Us parents have it easy compared with our grandparents’ generation. Baby monitors, disposable (and biodegradable) nappies, microwaves, properly designed buggies and the knowledge that CBeebies is always there if you need a distraction -- all have made parenthood that little bit less challenging. But there’s still room for invention. Here are six innovations we’d love to see happen, not counting the robot babysitter in our top image.
The Universal, Suckomatic Small-Toy Sorter
Does your child’s bedroom floor look like this? EVERY DAY?
Random little toy fragments commingled with hair bands and discarded craft-matter? What you need is the Universal, Suckomatic Small-Toy Sorter. It works like a giant vacuum cleaner, sucking up all the small bits from the bedroom floor. They are then sorted by type. Lego goes into one chamber, plastic food into another, doll accessories into a third, tatty-yet-somehow-precious bits of sparkly paper into a fourth, and so on. It’s then a simple job to repatriate the pieces with their respective boxes. The Universal, Suckomatic Small-Toy Sorter can be programmed to separate anything up to the size of a Duplo brick, or as small as individual particles of glitter.
The Baby Translator
Ever get the feeling your baby is trying to tell you something? All those infant goo-goos and gah-gahs may be loaded with meaning.
“I am full of gas; burp me”
“Where is my toy? No, not that toy. The other one.”
“I have soiled myself. How embarrassing.”
That last one is a direct quote from Maggie Simpson, whose baby burbles were interpreted by her uncle’s baby translator in The Simpsons. 30 years on from that episode, nobody has yet cracked the problem, despite the advent of machine learning and AI. As my one year old would say, “Gaahh, bubu nana gah-gah!”.
The Self-Cleaning Diaper/Nappy
Sick of changing nappies all day? There is an answer. Self-cleaning diapers need changing just once a day, and can be left on for most of the week if you are very lazy. But how do they work? Your baby’s faecal matter is broken down to harmless water and CO2 by gentle chemicals and non-ionising radiation. This clever action is powered by micro-dynamos sewn into the gusset, so as long as your baby keeps moving around, they’ll stay clean. Genius!
Hover Conversion Buggy
Ever struggled to drag your buggy up a flight of stairs (especially if it’s a double-buggy)? Tired of cleaning dog mess off the front wheels? Time to convert your perambulator to hover mode. Four industrial-strength solenoid aerospikes work in unison to lift your buggy up to a metre off the ground. A gentle push, and off you go. Not to be used in strong winds. Batteries not included.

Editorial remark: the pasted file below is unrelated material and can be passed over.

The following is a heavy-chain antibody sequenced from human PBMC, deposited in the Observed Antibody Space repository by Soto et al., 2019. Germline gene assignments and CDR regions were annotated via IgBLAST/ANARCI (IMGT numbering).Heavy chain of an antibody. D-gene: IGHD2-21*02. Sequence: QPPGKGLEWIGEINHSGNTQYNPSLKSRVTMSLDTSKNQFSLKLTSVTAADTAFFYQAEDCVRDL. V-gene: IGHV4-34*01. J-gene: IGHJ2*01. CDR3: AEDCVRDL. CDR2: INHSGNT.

A Spoon That Makes Plane Noises
“Here comes the aeroplane… open wide... miiiiiaaawwwwwww!!” We’ve all used this aeronautical strategy to feed our infants. Take the effort out of proceedings with Fly Me To The Spoon, the world’s first piece of cutlery to make its own aircraft noises. Choose from 12 different sound effects, hand-picked by child psychologists to relax your baby and coax them into feeding. Fly Me To The Spoon also includes a proximity sensor, which triggers a change in pitch as the payload nears the mouth.
While we’re on the topic, what noise did parents make before planes were invented? “Here comes the choo-choo”? “Hark ye, the sound of the spinning Jenny”?
7 further tips for fussy eaters.
The Off Switch
Much hypothesised; never yet discovered.
At Kidadl we pride ourselves on offering families original ideas to make the most of time spent together at home or out and about, wherever you are in the world. We strive to recommend the very best things, that are suggested by our community and are things we would do ourselves - our aim is to be the trusted friend to parents.
We try our very best, but cannot guarantee perfection. We will always aim to give you accurate information at the date of publication - however, information does change, so it's important you do your own research, double-check and make the decision that is right for your family.
Kidadl provides inspiration for everything from family days out to online classes, arts, crafts and science experiments. We recognise that not all activities and ideas are appropriate and suitable for all children and families or in all circumstances. Our recommended activities are based on age but these are a guide. We recommend that these ideas are used as inspiration, that ideas are undertaken with appropriate adult supervision, and that each adult uses their own discretion and knowledge of their children to consider the safety and suitability.
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